From left, Lee Schmidt, Burke Ponds trustee; Renée Mumford, Burke Landings trustee; Supervisor John Cook (R-Braddock); Paul Viano, Burke Centre Station community manager; Patrick Gloyd, Burke Centre executive director; Tim Conley, Fairfax County Department of Transportation; Chris Wells, Fairfax County Department of Transportation; James Horstman, Fairfax County Utilities Design & Construction; Ken Atkins, Fairfax County Utilities Design & Construction and John Honnick, Fairfax County Land Acquisition, cut the ribbon officially opening a new stretch of sidewalk along Burke Commons Road.
Photo by Tim Peterson.
Construction of a new stretch of sidewalk along Burke Commons Road only took about six months to complete. But getting to that point took much, much longer.
There was already a paved path, set in from the road, leading from Burke Centre Parkway towards Roberts Parkway; however, that path ended at at Meredith Circle. What followed was a shoulder of roadside parking for about 20 vehicles, a guardrail and a sharp hill down away from the road.
“It was literally a missing link,” Patrick Gloyd, Burke Centre executive director, said of the old stretch of road. “You got to this point and you were forced into the road. This helps us connect all pedestrian trails and paths.”
With two shopping centers and Terra Centre Elementary School around the south end of Burke Commons and the Commons Community Center and Burke Centre Amtrak-Virginia Railway Express station accessible from the north end via Roberts Parkway, having a complete protected pathway was crucial for increasing the multimodal accessibility of Burke.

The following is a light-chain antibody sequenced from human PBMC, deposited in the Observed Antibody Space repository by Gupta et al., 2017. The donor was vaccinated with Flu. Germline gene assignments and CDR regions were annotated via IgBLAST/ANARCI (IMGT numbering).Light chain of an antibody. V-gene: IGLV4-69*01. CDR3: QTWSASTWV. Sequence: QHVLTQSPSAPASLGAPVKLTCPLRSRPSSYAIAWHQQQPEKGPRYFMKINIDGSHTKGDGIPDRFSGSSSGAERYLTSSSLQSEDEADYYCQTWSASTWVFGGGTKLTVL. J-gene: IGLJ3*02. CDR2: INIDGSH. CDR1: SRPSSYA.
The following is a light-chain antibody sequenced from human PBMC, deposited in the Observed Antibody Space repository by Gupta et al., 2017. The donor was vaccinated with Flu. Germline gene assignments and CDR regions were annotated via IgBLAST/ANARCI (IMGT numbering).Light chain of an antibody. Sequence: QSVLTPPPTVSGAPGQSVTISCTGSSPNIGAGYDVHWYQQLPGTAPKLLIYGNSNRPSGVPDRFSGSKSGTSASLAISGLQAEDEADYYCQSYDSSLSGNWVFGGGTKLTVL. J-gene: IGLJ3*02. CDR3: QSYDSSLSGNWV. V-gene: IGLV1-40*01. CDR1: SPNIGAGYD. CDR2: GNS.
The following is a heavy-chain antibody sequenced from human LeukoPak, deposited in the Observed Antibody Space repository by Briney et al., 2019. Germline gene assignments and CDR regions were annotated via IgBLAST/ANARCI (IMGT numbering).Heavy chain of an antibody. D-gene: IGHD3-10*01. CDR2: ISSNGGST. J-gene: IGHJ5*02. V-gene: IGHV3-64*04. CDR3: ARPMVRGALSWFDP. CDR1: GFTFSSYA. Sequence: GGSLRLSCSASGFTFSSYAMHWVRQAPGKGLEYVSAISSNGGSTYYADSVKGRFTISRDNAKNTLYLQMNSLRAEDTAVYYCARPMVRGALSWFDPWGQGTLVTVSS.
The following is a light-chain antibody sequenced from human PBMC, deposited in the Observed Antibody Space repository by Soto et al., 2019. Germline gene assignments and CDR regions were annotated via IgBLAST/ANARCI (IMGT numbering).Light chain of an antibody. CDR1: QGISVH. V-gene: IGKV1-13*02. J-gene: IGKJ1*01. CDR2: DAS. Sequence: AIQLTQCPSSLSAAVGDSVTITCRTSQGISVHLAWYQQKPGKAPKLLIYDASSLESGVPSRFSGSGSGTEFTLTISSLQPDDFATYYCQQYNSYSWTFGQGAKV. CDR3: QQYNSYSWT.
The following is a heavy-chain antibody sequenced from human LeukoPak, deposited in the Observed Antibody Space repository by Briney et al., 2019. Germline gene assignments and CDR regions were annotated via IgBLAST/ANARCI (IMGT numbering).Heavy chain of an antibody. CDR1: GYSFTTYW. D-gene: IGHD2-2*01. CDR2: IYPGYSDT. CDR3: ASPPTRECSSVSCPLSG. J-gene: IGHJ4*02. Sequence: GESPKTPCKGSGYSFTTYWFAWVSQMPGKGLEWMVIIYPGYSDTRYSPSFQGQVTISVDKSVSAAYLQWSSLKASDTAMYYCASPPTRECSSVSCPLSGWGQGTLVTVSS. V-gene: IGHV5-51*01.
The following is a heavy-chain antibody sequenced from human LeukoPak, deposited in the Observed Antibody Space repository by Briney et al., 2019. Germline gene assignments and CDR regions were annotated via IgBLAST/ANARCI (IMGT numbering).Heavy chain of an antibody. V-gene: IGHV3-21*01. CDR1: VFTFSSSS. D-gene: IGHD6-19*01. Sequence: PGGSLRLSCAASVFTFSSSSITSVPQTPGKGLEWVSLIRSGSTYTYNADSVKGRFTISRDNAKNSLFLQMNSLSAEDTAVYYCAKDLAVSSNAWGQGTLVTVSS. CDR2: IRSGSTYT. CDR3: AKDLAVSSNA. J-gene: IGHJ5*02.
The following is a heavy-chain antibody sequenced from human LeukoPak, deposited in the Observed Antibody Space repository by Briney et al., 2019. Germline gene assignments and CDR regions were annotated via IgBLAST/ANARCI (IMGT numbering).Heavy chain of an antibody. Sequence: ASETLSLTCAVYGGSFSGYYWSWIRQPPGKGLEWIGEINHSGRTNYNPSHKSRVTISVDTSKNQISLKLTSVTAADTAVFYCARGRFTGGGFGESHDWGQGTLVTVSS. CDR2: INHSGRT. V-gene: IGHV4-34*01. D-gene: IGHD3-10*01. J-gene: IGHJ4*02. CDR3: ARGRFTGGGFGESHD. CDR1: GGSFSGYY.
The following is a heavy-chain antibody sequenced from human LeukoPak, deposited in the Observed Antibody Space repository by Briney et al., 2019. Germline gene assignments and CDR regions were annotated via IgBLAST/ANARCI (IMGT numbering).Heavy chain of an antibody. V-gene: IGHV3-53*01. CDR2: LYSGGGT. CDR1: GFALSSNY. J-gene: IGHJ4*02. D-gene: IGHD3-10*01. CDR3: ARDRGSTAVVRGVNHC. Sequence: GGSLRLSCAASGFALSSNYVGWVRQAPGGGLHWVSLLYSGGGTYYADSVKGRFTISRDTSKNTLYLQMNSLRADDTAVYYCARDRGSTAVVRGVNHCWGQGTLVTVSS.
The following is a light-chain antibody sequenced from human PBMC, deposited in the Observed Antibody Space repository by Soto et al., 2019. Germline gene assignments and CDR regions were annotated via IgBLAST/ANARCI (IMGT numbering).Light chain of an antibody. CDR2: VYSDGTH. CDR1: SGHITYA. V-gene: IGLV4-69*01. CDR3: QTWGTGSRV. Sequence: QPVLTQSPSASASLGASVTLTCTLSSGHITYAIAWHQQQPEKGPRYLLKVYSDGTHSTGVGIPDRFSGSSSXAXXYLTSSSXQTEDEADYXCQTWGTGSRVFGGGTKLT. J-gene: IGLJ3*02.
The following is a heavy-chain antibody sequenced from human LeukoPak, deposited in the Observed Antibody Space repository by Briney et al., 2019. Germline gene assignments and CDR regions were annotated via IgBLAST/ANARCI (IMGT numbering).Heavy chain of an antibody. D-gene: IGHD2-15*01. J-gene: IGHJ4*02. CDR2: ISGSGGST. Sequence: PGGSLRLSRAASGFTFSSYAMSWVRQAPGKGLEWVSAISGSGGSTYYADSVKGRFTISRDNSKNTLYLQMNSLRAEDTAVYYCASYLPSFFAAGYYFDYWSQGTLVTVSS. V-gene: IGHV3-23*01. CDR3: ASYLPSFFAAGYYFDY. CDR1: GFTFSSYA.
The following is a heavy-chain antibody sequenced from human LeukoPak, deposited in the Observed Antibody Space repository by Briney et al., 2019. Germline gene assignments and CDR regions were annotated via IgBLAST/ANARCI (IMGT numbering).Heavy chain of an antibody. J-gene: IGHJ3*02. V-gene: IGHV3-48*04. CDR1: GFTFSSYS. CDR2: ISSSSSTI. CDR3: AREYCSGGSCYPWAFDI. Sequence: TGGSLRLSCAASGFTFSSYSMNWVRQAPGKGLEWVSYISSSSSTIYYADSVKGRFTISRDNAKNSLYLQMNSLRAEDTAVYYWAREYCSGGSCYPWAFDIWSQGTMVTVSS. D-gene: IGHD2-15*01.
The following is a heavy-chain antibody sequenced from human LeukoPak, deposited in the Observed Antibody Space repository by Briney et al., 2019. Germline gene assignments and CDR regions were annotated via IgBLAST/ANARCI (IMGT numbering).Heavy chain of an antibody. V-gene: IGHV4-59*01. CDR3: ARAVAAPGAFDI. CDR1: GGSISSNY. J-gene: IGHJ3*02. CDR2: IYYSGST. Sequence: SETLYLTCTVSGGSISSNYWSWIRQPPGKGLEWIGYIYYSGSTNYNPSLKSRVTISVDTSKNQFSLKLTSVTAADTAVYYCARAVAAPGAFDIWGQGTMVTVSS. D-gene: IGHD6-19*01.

“This little connection has a big effect,” said Supervisor John Cook (R-Braddock) at an April 16 ribbon-cutting ceremony for the completed sidewalk. Cook was optimistic community members will take advantage of the new connection to leave their cars at home and make trips to the shopping centers or train station on foot or bike instead.
Chris Wells, the pedestrian program manager for Fairfax County Department of Transportation, said the Board of Supervisors authorized funding for the project from commercial and industrial tax revenue in October 2009. Wells also said similar projects typically take around three to four years to complete from start to finish, so this was a little longer than average.
But because Fairfax County had to retroactive-engineer the entire patch of roadway, it was much more complex than simply pouring a few hundred feet of concrete.
According to James Horstman, an engineer with Fairfax County Utilities Design & Construction, a laundry list of modifications needed to be approved by the Burke community, the county and be in compliance with the Americans with Disabilities Act: The top layer of road asphalt was milled in order for the street to be widened and accommodate an all-new curb, gutter and storm sewer structure; handicap-suitable ramps were added to each end of the sidewalk; and the new guardrail and handrail were added to replace the old guardrail.
All told, the construction cost $324,000, Horstman said.
“We’re used to projects taking time,” Gloyd said. “And it becomes much bigger than it seems. But this is a microcosm of community and local government coming together to accomplish a goal.”